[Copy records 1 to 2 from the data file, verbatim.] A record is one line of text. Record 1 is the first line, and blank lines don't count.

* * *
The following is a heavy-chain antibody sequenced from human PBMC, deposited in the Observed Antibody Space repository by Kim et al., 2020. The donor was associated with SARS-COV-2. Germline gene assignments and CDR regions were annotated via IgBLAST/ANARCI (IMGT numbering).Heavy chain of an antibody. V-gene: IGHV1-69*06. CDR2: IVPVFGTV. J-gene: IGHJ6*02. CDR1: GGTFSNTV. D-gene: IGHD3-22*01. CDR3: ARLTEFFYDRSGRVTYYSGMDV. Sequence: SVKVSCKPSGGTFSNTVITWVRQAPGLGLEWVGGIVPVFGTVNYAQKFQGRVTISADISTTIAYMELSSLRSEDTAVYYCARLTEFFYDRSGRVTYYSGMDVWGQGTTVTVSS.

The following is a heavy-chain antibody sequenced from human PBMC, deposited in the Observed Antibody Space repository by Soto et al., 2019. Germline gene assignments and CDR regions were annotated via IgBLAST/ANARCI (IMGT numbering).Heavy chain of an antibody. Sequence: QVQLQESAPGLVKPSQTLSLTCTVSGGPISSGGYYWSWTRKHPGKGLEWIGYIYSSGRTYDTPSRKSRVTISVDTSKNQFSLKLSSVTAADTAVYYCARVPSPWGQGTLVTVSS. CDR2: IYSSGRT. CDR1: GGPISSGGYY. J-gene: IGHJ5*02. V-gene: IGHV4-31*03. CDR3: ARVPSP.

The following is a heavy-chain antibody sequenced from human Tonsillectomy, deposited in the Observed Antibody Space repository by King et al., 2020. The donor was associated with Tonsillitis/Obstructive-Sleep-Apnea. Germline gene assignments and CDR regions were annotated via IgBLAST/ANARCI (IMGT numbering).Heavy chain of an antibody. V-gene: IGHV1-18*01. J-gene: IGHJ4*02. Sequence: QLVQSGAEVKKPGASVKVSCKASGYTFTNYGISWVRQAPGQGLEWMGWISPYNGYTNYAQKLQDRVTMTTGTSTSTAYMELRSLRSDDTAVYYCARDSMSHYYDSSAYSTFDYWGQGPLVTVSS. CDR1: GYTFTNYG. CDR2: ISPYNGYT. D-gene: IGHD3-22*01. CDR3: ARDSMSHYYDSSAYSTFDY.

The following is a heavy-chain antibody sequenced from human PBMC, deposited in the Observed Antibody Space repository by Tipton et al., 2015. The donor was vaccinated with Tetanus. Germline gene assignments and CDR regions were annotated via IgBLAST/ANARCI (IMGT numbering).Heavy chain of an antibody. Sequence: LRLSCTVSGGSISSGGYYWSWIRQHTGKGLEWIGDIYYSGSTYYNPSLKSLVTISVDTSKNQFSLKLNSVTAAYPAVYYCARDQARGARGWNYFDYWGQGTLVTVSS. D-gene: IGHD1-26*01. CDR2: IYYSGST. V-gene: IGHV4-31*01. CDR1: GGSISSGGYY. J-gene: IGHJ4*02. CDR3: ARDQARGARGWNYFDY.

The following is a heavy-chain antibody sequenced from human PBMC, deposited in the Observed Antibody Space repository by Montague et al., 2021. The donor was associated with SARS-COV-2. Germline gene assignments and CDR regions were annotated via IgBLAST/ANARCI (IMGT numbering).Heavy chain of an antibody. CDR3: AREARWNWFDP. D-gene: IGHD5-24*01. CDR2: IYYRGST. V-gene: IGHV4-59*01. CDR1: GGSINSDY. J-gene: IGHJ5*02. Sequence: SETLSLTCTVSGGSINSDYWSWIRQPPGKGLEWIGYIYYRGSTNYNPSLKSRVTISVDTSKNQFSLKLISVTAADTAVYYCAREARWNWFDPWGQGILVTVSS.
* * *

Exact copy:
The following is a heavy-chain antibody sequenced from human PBMC, deposited in the Observed Antibody Space repository by Kim et al., 2020. The donor was associated with SARS-COV-2. Germline gene assignments and CDR regions were annotated via IgBLAST/ANARCI (IMGT numbering).Heavy chain of an antibody. V-gene: IGHV1-69*06. CDR2: IVPVFGTV. J-gene: IGHJ6*02. CDR1: GGTFSNTV. D-gene: IGHD3-22*01. CDR3: ARLTEFFYDRSGRVTYYSGMDV. Sequence: SVKVSCKPSGGTFSNTVITWVRQAPGLGLEWVGGIVPVFGTVNYAQKFQGRVTISADISTTIAYMELSSLRSEDTAVYYCARLTEFFYDRSGRVTYYSGMDVWGQGTTVTVSS.

The following is a heavy-chain antibody sequenced from human PBMC, deposited in the Observed Antibody Space repository by Soto et al., 2019. Germline gene assignments and CDR regions were annotated via IgBLAST/ANARCI (IMGT numbering).Heavy chain of an antibody. Sequence: QVQLQESAPGLVKPSQTLSLTCTVSGGPISSGGYYWSWTRKHPGKGLEWIGYIYSSGRTYDTPSRKSRVTISVDTSKNQFSLKLSSVTAADTAVYYCARVPSPWGQGTLVTVSS. CDR2: IYSSGRT. CDR1: GGPISSGGYY. J-gene: IGHJ5*02. V-gene: IGHV4-31*03. CDR3: ARVPSP.